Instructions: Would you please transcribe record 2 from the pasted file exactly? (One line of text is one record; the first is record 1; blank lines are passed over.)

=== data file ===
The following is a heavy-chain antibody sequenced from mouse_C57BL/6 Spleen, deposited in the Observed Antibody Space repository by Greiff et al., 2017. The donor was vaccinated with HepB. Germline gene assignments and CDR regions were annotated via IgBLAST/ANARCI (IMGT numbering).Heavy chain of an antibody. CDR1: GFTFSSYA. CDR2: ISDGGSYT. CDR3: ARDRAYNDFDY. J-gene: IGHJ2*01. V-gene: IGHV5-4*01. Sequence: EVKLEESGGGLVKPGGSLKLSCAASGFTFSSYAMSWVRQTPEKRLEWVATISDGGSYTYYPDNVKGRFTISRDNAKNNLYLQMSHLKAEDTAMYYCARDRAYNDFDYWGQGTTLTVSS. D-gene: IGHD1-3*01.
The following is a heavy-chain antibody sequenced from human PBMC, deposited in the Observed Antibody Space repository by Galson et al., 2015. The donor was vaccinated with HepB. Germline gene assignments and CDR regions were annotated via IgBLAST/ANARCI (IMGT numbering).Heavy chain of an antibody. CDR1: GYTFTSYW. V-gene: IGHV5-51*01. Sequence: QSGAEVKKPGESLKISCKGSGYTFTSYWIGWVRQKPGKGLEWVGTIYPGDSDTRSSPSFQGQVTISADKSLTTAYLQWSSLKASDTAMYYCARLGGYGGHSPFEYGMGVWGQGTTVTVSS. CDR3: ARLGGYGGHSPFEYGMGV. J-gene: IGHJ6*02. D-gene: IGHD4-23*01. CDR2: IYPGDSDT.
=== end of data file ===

The following is a heavy-chain antibody sequenced from human PBMC, deposited in the Observed Antibody Space repository by Galson et al., 2015. The donor was vaccinated with HepB. Germline gene assignments and CDR regions were annotated via IgBLAST/ANARCI (IMGT numbering).Heavy chain of an antibody. CDR1: GYTFTSYW. V-gene: IGHV5-51*01. Sequence: QSGAEVKKPGESLKISCKGSGYTFTSYWIGWVRQKPGKGLEWVGTIYPGDSDTRSSPSFQGQVTISADKSLTTAYLQWSSLKASDTAMYYCARLGGYGGHSPFEYGMGVWGQGTTVTVSS. CDR3: ARLGGYGGHSPFEYGMGV. J-gene: IGHJ6*02. D-gene: IGHD4-23*01. CDR2: IYPGDSDT.